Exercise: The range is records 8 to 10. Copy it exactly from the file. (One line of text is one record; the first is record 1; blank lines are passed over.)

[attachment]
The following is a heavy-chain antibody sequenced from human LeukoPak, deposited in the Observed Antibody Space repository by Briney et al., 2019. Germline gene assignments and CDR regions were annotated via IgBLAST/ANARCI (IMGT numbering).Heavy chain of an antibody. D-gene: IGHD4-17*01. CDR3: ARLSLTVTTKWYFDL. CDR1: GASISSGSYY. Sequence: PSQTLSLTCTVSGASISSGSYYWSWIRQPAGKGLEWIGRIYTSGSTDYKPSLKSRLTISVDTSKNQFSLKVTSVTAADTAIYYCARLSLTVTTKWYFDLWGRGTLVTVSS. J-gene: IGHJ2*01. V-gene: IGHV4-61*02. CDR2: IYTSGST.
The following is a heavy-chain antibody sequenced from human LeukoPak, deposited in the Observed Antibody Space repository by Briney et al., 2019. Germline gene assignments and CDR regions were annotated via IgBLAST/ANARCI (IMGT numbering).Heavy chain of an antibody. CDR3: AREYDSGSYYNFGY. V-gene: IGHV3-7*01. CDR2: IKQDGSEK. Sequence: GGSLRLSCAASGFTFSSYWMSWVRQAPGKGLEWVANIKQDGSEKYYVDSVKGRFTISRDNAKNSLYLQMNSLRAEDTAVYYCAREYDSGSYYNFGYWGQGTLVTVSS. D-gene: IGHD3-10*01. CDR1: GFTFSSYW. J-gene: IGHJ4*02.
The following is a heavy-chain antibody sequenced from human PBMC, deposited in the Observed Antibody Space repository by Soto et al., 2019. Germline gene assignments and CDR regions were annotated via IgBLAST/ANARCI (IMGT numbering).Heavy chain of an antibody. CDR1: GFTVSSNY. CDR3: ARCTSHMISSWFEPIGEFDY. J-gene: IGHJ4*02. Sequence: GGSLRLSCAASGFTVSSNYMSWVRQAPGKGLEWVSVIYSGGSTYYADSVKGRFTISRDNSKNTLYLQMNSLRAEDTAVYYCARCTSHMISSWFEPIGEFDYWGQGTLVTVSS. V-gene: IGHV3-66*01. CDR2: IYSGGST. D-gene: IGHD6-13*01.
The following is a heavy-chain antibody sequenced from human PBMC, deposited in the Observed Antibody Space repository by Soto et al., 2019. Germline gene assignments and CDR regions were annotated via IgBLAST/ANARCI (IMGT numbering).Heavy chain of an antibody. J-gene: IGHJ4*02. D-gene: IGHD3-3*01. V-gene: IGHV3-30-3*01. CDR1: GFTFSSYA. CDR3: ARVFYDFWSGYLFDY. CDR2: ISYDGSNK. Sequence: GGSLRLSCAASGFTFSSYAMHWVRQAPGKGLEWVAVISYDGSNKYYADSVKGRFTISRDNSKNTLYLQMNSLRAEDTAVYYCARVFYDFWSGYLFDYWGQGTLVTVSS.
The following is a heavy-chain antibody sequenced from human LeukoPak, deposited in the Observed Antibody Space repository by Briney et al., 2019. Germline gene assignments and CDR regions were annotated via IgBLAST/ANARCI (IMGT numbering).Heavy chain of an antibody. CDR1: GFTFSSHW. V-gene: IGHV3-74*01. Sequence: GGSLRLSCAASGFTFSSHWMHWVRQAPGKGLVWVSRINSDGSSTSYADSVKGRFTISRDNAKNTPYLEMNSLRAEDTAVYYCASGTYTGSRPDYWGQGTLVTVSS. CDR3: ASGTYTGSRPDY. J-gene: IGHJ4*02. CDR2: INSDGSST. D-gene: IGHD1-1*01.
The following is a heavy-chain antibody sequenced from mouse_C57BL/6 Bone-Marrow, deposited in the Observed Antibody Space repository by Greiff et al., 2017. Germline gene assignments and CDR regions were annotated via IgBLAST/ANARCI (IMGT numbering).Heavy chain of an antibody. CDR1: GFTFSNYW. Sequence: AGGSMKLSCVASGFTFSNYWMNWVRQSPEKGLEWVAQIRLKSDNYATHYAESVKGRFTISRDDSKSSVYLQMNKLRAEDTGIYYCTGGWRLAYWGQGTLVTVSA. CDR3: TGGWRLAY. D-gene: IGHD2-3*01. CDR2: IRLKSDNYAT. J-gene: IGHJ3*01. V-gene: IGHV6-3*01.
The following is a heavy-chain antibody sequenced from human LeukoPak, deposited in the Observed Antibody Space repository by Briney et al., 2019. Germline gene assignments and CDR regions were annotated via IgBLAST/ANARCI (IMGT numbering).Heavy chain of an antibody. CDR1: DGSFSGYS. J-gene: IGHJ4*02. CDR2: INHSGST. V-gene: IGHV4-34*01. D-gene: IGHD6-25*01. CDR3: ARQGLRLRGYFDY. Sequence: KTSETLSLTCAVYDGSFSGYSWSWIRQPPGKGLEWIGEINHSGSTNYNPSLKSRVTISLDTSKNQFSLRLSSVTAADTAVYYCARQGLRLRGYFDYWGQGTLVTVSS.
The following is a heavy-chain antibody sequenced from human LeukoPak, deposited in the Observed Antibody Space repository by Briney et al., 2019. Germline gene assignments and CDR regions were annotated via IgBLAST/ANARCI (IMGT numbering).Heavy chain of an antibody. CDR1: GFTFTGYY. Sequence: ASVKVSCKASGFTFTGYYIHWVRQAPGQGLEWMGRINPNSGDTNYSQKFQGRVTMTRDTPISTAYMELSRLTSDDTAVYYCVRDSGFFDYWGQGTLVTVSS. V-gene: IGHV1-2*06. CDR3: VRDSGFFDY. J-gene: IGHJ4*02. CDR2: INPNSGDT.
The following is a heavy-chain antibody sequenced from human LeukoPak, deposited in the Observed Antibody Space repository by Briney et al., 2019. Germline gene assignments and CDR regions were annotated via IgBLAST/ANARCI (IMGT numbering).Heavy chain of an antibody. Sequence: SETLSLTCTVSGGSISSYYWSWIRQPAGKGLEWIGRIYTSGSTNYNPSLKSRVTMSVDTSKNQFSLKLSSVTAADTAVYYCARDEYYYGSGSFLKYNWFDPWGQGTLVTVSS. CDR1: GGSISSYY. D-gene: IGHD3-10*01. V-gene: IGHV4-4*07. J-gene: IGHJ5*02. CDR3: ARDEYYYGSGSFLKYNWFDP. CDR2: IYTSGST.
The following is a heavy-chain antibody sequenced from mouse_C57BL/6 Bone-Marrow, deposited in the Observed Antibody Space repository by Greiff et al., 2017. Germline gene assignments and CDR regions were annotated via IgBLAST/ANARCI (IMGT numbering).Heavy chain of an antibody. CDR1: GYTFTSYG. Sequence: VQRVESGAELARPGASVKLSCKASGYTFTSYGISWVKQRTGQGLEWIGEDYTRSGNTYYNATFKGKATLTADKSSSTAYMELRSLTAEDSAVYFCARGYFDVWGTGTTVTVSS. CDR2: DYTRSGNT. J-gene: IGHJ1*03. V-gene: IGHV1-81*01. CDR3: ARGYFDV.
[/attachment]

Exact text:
The following is a heavy-chain antibody sequenced from human LeukoPak, deposited in the Observed Antibody Space repository by Briney et al., 2019. Germline gene assignments and CDR regions were annotated via IgBLAST/ANARCI (IMGT numbering).Heavy chain of an antibody. CDR1: GFTFTGYY. Sequence: ASVKVSCKASGFTFTGYYIHWVRQAPGQGLEWMGRINPNSGDTNYSQKFQGRVTMTRDTPISTAYMELSRLTSDDTAVYYCVRDSGFFDYWGQGTLVTVSS. V-gene: IGHV1-2*06. CDR3: VRDSGFFDY. J-gene: IGHJ4*02. CDR2: INPNSGDT.
The following is a heavy-chain antibody sequenced from human LeukoPak, deposited in the Observed Antibody Space repository by Briney et al., 2019. Germline gene assignments and CDR regions were annotated via IgBLAST/ANARCI (IMGT numbering).Heavy chain of an antibody. Sequence: SETLSLTCTVSGGSISSYYWSWIRQPAGKGLEWIGRIYTSGSTNYNPSLKSRVTMSVDTSKNQFSLKLSSVTAADTAVYYCARDEYYYGSGSFLKYNWFDPWGQGTLVTVSS. CDR1: GGSISSYY. D-gene: IGHD3-10*01. V-gene: IGHV4-4*07. J-gene: IGHJ5*02. CDR3: ARDEYYYGSGSFLKYNWFDP. CDR2: IYTSGST.
The following is a heavy-chain antibody sequenced from mouse_C57BL/6 Bone-Marrow, deposited in the Observed Antibody Space repository by Greiff et al., 2017. Germline gene assignments and CDR regions were annotated via IgBLAST/ANARCI (IMGT numbering).Heavy chain of an antibody. CDR1: GYTFTSYG. Sequence: VQRVESGAELARPGASVKLSCKASGYTFTSYGISWVKQRTGQGLEWIGEDYTRSGNTYYNATFKGKATLTADKSSSTAYMELRSLTAEDSAVYFCARGYFDVWGTGTTVTVSS. CDR2: DYTRSGNT. J-gene: IGHJ1*03. V-gene: IGHV1-81*01. CDR3: ARGYFDV.